We are told that last Thursday the Prime Minister was sheltering the Secretary of State for Trade and Industry. The Home Secretary told Mr. Brian Walden yesterday—[Interruption.] They are going to hear it all, Mr. Speaker—that he could feel the courage going through the Prime Minister when she made her statement, as the Home Secretary put it, “protecting Mr. Leon Brittan”. That excuse has palpably gone because the late Secretary of State for Trade and Industry has gone, although, interestingly, he went not without resistance. Even when the right hon. and learned Member for Richmond, Yorks (Mr. Brittan) wanted to do the right honourable thing and resign, the Prime Minister tried to talk him out of it and even invited him to apply for the next vacancy for “high office”, as she put it.
But what of the Prime Minister’s excuses for the omissions from last Thursday’s statement and questions? [Interruption.] The Prime Minister said that the majority of the inquiry report—[Interruption.] Even the deliberate efforts, that will be heard by the nation, by Conservative Members to interrupt the House and to prevent someone from getting a fair hearing, will not stop the truth being heard. [Interruption.]
The Prime Minister said that the majority of the inquiry report was new to her. She said that, until the report was available, she did not have the full facts—what she called an “enormous number” of facts. As I listened to her then and to the Home Secretary yesterday, saying how much they wanted to be able to give the full facts, I began to think that it was the Government, not the Opposition, who had got the emergency debate today. [Interruption.]
The protest that there were just too many facts to be absorbed does not carry any weight at all. Of course, it is handy to have the full details for the historians—the dates, the times, the places, the footnotes. But only one fact was absolutely essential for the Prime Minister; one fact really mattered, and that was the fact that the Secretary of State for Trade and Industry and her office had conceived, organised and executed the leak. That was the fact which mattered and it was the fact which the right hon. Lady was forced to admit last Thursday. It was also the fact—the single salient fact—that the right hon. Lady was denied for over a fortnight.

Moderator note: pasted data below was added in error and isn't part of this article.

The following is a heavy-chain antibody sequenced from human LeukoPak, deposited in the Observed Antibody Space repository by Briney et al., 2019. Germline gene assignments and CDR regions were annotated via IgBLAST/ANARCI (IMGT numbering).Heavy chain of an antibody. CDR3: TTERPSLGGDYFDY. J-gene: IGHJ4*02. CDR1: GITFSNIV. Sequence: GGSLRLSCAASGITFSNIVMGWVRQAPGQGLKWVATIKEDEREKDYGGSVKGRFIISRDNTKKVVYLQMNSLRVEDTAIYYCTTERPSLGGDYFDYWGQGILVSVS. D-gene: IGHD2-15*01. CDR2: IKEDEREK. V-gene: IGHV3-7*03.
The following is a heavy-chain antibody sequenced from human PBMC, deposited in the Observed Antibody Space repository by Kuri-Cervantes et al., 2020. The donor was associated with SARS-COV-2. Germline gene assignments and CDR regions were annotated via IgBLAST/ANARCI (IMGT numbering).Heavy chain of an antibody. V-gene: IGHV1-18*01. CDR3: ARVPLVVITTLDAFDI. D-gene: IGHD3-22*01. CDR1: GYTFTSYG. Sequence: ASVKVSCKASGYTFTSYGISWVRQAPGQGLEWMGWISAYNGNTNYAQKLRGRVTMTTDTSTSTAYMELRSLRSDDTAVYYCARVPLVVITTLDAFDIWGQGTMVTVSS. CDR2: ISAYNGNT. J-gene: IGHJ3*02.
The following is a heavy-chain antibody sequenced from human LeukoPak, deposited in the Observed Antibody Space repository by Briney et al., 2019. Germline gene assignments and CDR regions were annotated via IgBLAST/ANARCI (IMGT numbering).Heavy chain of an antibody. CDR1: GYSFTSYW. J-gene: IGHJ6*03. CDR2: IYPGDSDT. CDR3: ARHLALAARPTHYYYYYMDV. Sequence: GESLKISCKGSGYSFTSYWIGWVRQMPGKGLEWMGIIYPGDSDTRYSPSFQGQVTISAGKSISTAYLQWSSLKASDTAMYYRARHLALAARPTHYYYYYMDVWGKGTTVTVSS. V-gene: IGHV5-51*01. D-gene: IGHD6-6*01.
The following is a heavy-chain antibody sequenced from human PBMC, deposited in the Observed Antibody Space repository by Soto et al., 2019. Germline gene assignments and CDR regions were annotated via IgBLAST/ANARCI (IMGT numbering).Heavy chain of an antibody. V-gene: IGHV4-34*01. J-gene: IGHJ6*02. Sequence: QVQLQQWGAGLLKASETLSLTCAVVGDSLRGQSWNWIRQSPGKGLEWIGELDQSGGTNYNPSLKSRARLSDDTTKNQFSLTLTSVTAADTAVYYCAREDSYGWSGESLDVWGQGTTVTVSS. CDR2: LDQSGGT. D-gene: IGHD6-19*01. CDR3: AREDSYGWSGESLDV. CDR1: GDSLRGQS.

Who were these people who decided to keep the right hon. Lady in the dark?
Who were these merciless people who made the Prime Minister, in her innocent ignorance, go through the charade of the inquiry into the leak? [Interruption.]
Mr. George Foulkes (Carrick, Cumnock and Doon Valley)
Do something about the giggling schoolgirls opposite.
Order. I did not see anything going on.
Whatever anyone sees, the whole country will be able to hear what has been going on. Once again, Conservative Back Benchers have decided that, because they cannot take the truth, they will try to bury it. [Interruption.]
We want to know who were the people who prevented the Prime Minister from being able to gain access to the single fact about the involvement of the Secretary of State for Trade and Industry and her office in the decision to leak. Who were the cynics who let the Prime Minister be in the dark for 16 days? Who let her come here to tell truths so partial, so incomplete, that they began to look like untruths and who let her come to make a whole speech in this House on 15 January without telling her that they knew who had leaked, how they had leaked and why they had leaked? Who were these callous people who caused the Prime Minister so many problems over the weeks?
Why, they were the Prime Minister’s own Secretary of State for Trade and Industry and, strangest of all, her own office—the Prime Minister’s very own office, her closest, most senior staff; her office which, in her own words, did not seek her agreement; her office, which, in her words,
“considered—and they were right—that I should agree with my right hon. Friend the Secretary of State for Trade and Industry”.—[Official Report, 23 January 1986; Vol. 90, c. 450.]
That begs the question. If her office did not tell the Prime Minister, why did her office not tell the Prime Minister? There can be only two reasons. It was either because they did not want to tell the Prime Minister or because they did not think that there was a need to tell the Prime Minister. If they did not want her to be involved, that could be for only one reason—the simple, straightforward reason that they were doing wrong, that they knew that they were doing wrong and that they did not want the Prime Minister to be contaminated by the guilt.